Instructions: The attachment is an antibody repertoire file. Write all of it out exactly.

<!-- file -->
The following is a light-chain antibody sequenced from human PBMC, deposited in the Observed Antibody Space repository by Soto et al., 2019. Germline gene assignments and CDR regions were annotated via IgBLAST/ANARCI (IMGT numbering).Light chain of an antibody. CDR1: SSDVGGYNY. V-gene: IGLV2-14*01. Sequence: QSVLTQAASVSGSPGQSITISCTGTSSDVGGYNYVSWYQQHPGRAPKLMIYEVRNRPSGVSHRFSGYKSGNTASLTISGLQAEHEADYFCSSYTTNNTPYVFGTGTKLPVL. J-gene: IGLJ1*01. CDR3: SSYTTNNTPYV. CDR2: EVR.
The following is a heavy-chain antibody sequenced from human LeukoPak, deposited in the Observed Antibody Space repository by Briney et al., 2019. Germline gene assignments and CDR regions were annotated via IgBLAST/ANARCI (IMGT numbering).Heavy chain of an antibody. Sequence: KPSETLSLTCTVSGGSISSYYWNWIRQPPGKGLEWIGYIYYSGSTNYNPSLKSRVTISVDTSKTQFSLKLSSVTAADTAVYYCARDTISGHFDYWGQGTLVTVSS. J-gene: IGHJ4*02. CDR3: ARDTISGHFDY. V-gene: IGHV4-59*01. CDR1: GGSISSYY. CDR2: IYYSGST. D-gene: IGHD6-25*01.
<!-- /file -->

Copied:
The following is a light-chain antibody sequenced from human PBMC, deposited in the Observed Antibody Space repository by Soto et al., 2019. Germline gene assignments and CDR regions were annotated via IgBLAST/ANARCI (IMGT numbering).Light chain of an antibody. CDR1: SSDVGGYNY. V-gene: IGLV2-14*01. Sequence: QSVLTQAASVSGSPGQSITISCTGTSSDVGGYNYVSWYQQHPGRAPKLMIYEVRNRPSGVSHRFSGYKSGNTASLTISGLQAEHEADYFCSSYTTNNTPYVFGTGTKLPVL. J-gene: IGLJ1*01. CDR3: SSYTTNNTPYV. CDR2: EVR.
The following is a heavy-chain antibody sequenced from human LeukoPak, deposited in the Observed Antibody Space repository by Briney et al., 2019. Germline gene assignments and CDR regions were annotated via IgBLAST/ANARCI (IMGT numbering).Heavy chain of an antibody. Sequence: KPSETLSLTCTVSGGSISSYYWNWIRQPPGKGLEWIGYIYYSGSTNYNPSLKSRVTISVDTSKTQFSLKLSSVTAADTAVYYCARDTISGHFDYWGQGTLVTVSS. J-gene: IGHJ4*02. CDR3: ARDTISGHFDY. V-gene: IGHV4-59*01. CDR1: GGSISSYY. CDR2: IYYSGST. D-gene: IGHD6-25*01.